So, imagine a small city with parks and mixed-use architecture and Broadways and downtowns. Imagine a bus system, walkable neighborhoods, sidewalks, and fewer cars. Imagine suburbs with community gardens and backyard chickens. And then imagine a ring of fertile farmland cultivated by thoughtful, intelligent people like the Froelichs who provide food and medicine for the people in the city and suburb. Imagine a city without a Walmart but instead a bunch of locally-owned shops–a Plummer’s Hardware, a Betty’s Dress Shop, a bakery, a butcher shop, a bookstore–not just downtown but in many neighborhoods. Imagine a downtown district with a department store, a theater, a park, upscale shops, a music hall, City Hall, art galleries, restaurants…and lots of interesting people to watch when you sit down for a latte at the cafe.

Early Girls

Okay, so I am drifting into a utopian fantasy. Or else I’m reminiscing about a time in America just before I was born, before the rise of the cookie-cutter suburb, the two-car family, the two-income household, NAFTA, GATT, off-shoring, and the shrinking of the middle class.

What about today? What am I doing living in a single-use exurban housing development that is really like living at camp year-round? How can I work toward that other, larger vision? I garden, and I tell myself I am keeping some knowledge alive. Honestly, though? The economy of my miniature garden box garden is really pitiful!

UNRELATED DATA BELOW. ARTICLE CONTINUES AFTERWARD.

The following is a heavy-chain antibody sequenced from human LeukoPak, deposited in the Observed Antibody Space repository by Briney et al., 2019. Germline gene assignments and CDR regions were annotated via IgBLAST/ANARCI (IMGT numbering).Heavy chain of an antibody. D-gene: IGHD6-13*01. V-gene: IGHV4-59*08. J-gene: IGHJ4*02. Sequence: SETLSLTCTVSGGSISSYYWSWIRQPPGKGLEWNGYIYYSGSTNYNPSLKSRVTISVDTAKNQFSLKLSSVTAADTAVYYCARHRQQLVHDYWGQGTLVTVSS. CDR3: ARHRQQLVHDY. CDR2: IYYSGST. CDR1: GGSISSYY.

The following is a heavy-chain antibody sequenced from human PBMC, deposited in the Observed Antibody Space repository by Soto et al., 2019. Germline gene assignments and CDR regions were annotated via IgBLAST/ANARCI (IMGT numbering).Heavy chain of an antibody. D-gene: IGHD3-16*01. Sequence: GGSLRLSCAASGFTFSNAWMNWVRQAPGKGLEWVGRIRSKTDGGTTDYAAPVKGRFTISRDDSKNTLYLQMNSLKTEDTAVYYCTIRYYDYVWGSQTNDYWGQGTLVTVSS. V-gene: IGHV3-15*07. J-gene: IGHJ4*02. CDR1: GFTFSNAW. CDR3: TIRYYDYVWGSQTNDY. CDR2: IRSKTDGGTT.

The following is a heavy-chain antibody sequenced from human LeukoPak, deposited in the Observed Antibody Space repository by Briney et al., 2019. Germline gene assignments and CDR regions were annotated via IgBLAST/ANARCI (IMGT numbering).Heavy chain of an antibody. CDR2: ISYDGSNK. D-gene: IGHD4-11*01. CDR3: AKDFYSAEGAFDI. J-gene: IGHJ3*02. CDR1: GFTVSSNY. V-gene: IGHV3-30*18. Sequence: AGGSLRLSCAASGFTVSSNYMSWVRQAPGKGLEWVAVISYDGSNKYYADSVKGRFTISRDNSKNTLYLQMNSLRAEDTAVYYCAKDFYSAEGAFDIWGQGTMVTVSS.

I spent about $100 on “ingredients” for my straw-bale tomato experiment. The bales were pricey, considering. Then I had to add in the nitrogen fertilizer–not exactly organic farming practice there, folks. I bought three heirloom tomato plants, and if all goes well I may actually be able to save some seeds for next year. The other three (Early Girl) are not heirloom, and I have no idea if the seeds are viable or not. If these six plants produce thirty or so pounds of tomatoes all together, I suppose I may break even.

As for the other garden boxes, these are really nothing more than fun. I might as well have planted all ornamentals, since the small (miniature) scale of my garden-box garden will produce nothing more than a few servings of each kind of veggie, even if the plants produce well.